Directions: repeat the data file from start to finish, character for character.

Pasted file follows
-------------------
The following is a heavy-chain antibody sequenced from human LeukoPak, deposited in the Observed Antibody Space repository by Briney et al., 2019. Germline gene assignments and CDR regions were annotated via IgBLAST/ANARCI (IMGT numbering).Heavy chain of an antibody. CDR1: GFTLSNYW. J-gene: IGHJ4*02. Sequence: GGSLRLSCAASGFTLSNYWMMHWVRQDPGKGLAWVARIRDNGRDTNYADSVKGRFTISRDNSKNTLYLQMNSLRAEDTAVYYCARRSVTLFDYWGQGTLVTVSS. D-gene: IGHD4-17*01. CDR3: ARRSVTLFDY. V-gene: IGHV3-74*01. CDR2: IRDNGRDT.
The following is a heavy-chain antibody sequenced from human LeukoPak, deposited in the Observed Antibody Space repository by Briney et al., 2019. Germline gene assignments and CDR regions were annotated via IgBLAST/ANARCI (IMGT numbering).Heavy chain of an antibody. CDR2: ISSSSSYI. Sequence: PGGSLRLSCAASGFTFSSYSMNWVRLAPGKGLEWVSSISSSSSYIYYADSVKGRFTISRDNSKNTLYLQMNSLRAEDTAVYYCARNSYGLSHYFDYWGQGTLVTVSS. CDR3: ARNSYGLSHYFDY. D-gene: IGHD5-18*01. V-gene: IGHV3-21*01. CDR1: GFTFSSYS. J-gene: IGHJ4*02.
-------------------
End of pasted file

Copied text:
The following is a heavy-chain antibody sequenced from human LeukoPak, deposited in the Observed Antibody Space repository by Briney et al., 2019. Germline gene assignments and CDR regions were annotated via IgBLAST/ANARCI (IMGT numbering).Heavy chain of an antibody. CDR1: GFTLSNYW. J-gene: IGHJ4*02. Sequence: GGSLRLSCAASGFTLSNYWMMHWVRQDPGKGLAWVARIRDNGRDTNYADSVKGRFTISRDNSKNTLYLQMNSLRAEDTAVYYCARRSVTLFDYWGQGTLVTVSS. D-gene: IGHD4-17*01. CDR3: ARRSVTLFDY. V-gene: IGHV3-74*01. CDR2: IRDNGRDT.
The following is a heavy-chain antibody sequenced from human LeukoPak, deposited in the Observed Antibody Space repository by Briney et al., 2019. Germline gene assignments and CDR regions were annotated via IgBLAST/ANARCI (IMGT numbering).Heavy chain of an antibody. CDR2: ISSSSSYI. Sequence: PGGSLRLSCAASGFTFSSYSMNWVRLAPGKGLEWVSSISSSSSYIYYADSVKGRFTISRDNSKNTLYLQMNSLRAEDTAVYYCARNSYGLSHYFDYWGQGTLVTVSS. CDR3: ARNSYGLSHYFDY. D-gene: IGHD5-18*01. V-gene: IGHV3-21*01. CDR1: GFTFSSYS. J-gene: IGHJ4*02.